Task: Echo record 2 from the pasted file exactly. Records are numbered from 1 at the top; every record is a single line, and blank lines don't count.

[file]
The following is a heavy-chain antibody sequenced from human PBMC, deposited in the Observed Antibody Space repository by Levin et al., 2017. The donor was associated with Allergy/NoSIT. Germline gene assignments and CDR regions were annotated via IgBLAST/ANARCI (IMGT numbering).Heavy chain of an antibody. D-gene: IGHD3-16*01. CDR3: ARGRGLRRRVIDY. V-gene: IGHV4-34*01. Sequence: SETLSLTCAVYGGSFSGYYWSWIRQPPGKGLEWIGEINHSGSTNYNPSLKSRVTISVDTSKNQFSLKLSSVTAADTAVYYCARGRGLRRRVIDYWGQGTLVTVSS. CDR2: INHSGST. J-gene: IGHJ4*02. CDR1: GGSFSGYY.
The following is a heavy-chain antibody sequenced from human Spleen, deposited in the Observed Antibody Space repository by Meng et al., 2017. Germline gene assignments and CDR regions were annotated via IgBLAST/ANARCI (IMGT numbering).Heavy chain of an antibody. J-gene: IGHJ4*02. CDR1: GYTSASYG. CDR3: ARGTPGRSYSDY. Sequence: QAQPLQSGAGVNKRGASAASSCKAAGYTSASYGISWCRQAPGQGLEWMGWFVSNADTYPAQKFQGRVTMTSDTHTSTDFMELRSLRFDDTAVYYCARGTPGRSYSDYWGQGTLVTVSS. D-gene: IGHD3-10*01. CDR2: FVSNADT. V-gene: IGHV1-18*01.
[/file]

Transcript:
The following is a heavy-chain antibody sequenced from human Spleen, deposited in the Observed Antibody Space repository by Meng et al., 2017. Germline gene assignments and CDR regions were annotated via IgBLAST/ANARCI (IMGT numbering).Heavy chain of an antibody. J-gene: IGHJ4*02. CDR1: GYTSASYG. CDR3: ARGTPGRSYSDY. Sequence: QAQPLQSGAGVNKRGASAASSCKAAGYTSASYGISWCRQAPGQGLEWMGWFVSNADTYPAQKFQGRVTMTSDTHTSTDFMELRSLRFDDTAVYYCARGTPGRSYSDYWGQGTLVTVSS. D-gene: IGHD3-10*01. CDR2: FVSNADT. V-gene: IGHV1-18*01.